Avoid that, “wait, what am I supposed to be doing now?” feeling. Their calendar should be packed with orientations, training, and virtual socials.
Despite its perks, working from home comes with its own set of challenges. As this could be your new recruit’s first remote position, make sure they know the importance of staying organized and designating a workspace to minimize distractions.
Work with your new hire to establish working hours and avoid burnout. It’s much harder to end your workday when your office and home are one in the same. Encourage them to take breaks, get outdoors often, and socialize to ward off isolation.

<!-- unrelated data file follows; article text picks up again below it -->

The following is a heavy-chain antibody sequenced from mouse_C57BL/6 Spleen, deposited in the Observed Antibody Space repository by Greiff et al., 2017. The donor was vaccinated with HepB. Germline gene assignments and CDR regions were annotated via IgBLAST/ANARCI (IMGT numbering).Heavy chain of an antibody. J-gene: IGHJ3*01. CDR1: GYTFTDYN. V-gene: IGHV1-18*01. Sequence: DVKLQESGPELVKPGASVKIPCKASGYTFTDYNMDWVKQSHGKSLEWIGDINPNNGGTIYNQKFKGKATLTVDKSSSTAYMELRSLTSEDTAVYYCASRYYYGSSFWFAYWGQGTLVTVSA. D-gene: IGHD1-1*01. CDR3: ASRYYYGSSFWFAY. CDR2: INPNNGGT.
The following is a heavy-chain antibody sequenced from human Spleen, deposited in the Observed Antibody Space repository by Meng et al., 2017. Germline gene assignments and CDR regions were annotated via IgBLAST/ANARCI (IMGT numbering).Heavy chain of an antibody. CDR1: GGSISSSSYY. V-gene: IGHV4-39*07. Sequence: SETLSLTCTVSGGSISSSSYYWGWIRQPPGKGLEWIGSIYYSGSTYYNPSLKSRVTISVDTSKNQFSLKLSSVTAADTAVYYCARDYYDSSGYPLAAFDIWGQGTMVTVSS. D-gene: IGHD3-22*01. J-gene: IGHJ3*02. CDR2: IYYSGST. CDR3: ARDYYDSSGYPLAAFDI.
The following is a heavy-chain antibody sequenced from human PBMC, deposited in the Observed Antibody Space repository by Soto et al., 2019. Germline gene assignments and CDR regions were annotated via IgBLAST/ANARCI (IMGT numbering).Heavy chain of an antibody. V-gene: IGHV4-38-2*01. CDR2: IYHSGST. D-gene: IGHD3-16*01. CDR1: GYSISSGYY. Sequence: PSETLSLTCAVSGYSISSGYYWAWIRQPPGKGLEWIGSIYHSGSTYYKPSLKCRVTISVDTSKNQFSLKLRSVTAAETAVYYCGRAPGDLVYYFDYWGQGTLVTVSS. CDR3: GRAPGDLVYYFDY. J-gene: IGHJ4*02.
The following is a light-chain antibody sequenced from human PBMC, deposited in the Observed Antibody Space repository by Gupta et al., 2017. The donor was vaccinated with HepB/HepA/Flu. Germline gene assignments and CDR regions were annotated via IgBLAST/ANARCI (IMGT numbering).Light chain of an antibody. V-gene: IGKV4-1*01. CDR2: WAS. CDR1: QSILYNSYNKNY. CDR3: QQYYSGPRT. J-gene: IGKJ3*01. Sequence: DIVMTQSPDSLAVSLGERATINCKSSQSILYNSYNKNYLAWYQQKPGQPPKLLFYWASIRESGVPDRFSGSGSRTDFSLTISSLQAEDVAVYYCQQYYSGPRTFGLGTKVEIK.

To help with this, facilitate 1:1 meetings and group meetings so new employees get facetime with their peers. Remember your new hire won’t have the chance to strike up a conversation in the elevator with their coworkers. The social aspect of remote workplaces needs to be planned.
First-day jitters still exist for remote hires! Starting a new job is scary and overwhelming. Don’t forget to send a welcome email or set up a welcome video conference to make your new employee feel at home.
Incorporate the above tips to ease any discomfort and seamlessly transition a new employee into your team.
As a TA professional, you’ll often find yourself working with hiring managers that aren’t as well versed in the nuances of hiring remote employees as you are. This is an opportunity to showcase your leadership and expertise by advising colleagues on how to navigate the process of managing a remote team. When bringing on a remote team member, remember to: